I watched transfixed as the birds flew off with their tiny bits of wheat bread. As they did, I noticed the difference between the birds that I normally see here on the Eastern Shore vs. the Duquesne feathered friends from long ago. Here at the Eastern Shore, it is common to see a wider range of different species versus the birds I recall from my youth. I am fortunate to have the opportunity to see graceful white egrets, large blue herons, seagulls, terns, ducks of all varieties, white and Canadian geese, hummingbirds, finches of many colors, bluebirds, and even an occasional eagle.
When I lived in Duquesne, the bird population was less “diverse.” It seems that the only type of birds I can recall seeing were robins, common sparrows, wrens, pigeons, a few crows and an occasional burst of color from a cardinal or on very rare occasions, a yellow finch. Back then I was somewhat disinterested in birds, so I’m sure there were probably other types hanging around that I didn’t notice.
Every once in a while, my friends and I would decide that we wanted to catch a bird and make it a pet. Although I realize today that this was not the best idea, we were kids and didn’t know better. On those occasions, we would set up a trap for the poor helpless bird in the backyard. I came to learn that the type of trap that we set had an actual name, a “dead fall trap.” It sounds really ominous, but was nothing more than an old shoebox, a stick and a piece of string, as well as the ever present piece of bread that acted as bait. I would carefully set-up the trap and patiently wait for what seemed like hours, hidden behind a nearby bush, waiting for some hapless bird to come along and fall for my ruse. On very rare occasions, I’d be able to yank the string that was attached to the stick that was propping up one side of the shoebox in an attempt to catch the poor creature. Usually, they were long gone before the box would fall.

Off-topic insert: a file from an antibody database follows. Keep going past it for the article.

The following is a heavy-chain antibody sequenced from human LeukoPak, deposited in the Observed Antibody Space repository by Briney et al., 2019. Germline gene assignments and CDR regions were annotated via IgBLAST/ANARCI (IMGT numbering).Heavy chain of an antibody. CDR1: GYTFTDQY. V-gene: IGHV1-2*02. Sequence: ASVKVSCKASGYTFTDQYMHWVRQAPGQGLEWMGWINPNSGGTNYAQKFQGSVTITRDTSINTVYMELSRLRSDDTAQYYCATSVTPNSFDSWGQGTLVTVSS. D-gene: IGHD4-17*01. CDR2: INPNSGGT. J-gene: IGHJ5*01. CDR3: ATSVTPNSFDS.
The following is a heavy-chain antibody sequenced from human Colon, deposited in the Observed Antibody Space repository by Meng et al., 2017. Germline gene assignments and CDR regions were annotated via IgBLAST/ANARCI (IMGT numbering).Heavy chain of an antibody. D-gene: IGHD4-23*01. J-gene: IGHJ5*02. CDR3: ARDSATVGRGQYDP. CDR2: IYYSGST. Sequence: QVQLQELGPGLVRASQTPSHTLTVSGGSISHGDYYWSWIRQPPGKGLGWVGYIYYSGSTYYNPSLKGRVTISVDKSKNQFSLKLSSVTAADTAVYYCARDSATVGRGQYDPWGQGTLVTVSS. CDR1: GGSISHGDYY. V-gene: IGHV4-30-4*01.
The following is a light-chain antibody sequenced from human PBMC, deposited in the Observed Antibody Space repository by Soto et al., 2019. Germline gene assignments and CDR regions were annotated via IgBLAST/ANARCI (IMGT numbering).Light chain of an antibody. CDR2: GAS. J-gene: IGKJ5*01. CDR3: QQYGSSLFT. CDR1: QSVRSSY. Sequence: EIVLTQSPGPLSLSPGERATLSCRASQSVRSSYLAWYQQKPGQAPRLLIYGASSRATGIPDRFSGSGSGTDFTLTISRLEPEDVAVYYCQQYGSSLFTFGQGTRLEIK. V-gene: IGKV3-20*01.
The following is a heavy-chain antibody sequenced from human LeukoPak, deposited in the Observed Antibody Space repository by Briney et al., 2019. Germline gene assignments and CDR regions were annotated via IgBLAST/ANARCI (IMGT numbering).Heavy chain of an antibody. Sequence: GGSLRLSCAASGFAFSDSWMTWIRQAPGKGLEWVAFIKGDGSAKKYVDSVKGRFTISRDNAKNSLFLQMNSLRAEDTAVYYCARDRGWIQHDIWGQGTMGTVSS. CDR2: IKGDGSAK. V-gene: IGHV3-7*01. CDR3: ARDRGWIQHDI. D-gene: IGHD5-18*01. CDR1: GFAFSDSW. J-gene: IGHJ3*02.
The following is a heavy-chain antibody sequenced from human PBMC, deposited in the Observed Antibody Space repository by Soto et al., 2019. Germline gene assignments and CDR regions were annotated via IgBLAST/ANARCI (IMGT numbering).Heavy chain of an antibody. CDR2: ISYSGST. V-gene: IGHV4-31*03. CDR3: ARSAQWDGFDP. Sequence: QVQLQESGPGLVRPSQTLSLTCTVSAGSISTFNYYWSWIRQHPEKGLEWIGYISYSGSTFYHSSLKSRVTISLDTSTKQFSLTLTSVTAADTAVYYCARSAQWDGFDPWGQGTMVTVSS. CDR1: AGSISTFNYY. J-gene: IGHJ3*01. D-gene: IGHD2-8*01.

I can only remember actually trapping a bird on one occasion. I was SO excited and couldn’t wait to tell Mom about my achievement. Unfortunately, Mom didn’t share my passion or excitement for trapping and handling our feathered friends. Instead of praise, my exploits elicited a scolding from Mom and a lecture about the diseases that wild birds carry. Instead of a typical warm and welcoming hunky embrace from my mother, I was barked orders that resulted in my little ward being set free to enjoy life, and to ultimately be able to poop on our lawn furniture if he desired on every pass by flight in retribution for daring to trap him.